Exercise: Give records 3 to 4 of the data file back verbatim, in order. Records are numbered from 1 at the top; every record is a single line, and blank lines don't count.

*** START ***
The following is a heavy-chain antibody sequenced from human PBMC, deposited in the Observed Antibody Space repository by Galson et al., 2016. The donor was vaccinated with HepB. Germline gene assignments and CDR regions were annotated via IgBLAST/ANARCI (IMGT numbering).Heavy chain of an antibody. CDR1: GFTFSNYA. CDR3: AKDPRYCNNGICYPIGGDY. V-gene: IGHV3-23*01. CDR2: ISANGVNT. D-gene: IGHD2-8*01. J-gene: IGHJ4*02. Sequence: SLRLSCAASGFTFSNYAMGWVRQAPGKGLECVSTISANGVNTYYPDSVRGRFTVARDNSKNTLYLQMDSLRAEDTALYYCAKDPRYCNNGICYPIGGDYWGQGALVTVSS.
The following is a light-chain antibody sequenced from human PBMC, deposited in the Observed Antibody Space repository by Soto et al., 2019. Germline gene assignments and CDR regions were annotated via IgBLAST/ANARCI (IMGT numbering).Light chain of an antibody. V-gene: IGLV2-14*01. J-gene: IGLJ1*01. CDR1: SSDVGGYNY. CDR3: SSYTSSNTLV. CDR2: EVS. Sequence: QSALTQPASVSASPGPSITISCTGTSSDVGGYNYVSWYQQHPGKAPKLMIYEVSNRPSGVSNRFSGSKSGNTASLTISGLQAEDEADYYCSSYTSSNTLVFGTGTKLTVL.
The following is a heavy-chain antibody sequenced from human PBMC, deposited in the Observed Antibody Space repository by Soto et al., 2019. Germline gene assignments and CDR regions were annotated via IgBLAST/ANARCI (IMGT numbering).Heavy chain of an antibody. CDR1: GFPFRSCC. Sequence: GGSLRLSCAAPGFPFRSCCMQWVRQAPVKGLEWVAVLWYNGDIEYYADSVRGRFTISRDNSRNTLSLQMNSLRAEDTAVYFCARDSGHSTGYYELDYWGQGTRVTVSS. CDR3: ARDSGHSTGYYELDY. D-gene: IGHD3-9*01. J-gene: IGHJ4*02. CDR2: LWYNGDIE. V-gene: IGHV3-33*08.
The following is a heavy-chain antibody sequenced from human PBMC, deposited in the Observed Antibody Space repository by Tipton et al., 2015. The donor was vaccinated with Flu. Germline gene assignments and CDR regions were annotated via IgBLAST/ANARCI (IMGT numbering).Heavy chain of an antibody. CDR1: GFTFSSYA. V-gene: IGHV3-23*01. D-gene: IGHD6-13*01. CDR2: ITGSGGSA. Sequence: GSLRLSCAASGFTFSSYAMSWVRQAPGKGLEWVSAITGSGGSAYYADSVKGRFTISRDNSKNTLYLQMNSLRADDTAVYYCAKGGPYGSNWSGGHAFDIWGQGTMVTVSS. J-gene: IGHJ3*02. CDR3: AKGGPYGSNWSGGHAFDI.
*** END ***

The following is a heavy-chain antibody sequenced from human PBMC, deposited in the Observed Antibody Space repository by Soto et al., 2019. Germline gene assignments and CDR regions were annotated via IgBLAST/ANARCI (IMGT numbering).Heavy chain of an antibody. CDR1: GFPFRSCC. Sequence: GGSLRLSCAAPGFPFRSCCMQWVRQAPVKGLEWVAVLWYNGDIEYYADSVRGRFTISRDNSRNTLSLQMNSLRAEDTAVYFCARDSGHSTGYYELDYWGQGTRVTVSS. CDR3: ARDSGHSTGYYELDY. D-gene: IGHD3-9*01. J-gene: IGHJ4*02. CDR2: LWYNGDIE. V-gene: IGHV3-33*08.
The following is a heavy-chain antibody sequenced from human PBMC, deposited in the Observed Antibody Space repository by Tipton et al., 2015. The donor was vaccinated with Flu. Germline gene assignments and CDR regions were annotated via IgBLAST/ANARCI (IMGT numbering).Heavy chain of an antibody. CDR1: GFTFSSYA. V-gene: IGHV3-23*01. D-gene: IGHD6-13*01. CDR2: ITGSGGSA. Sequence: GSLRLSCAASGFTFSSYAMSWVRQAPGKGLEWVSAITGSGGSAYYADSVKGRFTISRDNSKNTLYLQMNSLRADDTAVYYCAKGGPYGSNWSGGHAFDIWGQGTMVTVSS. J-gene: IGHJ3*02. CDR3: AKGGPYGSNWSGGHAFDI.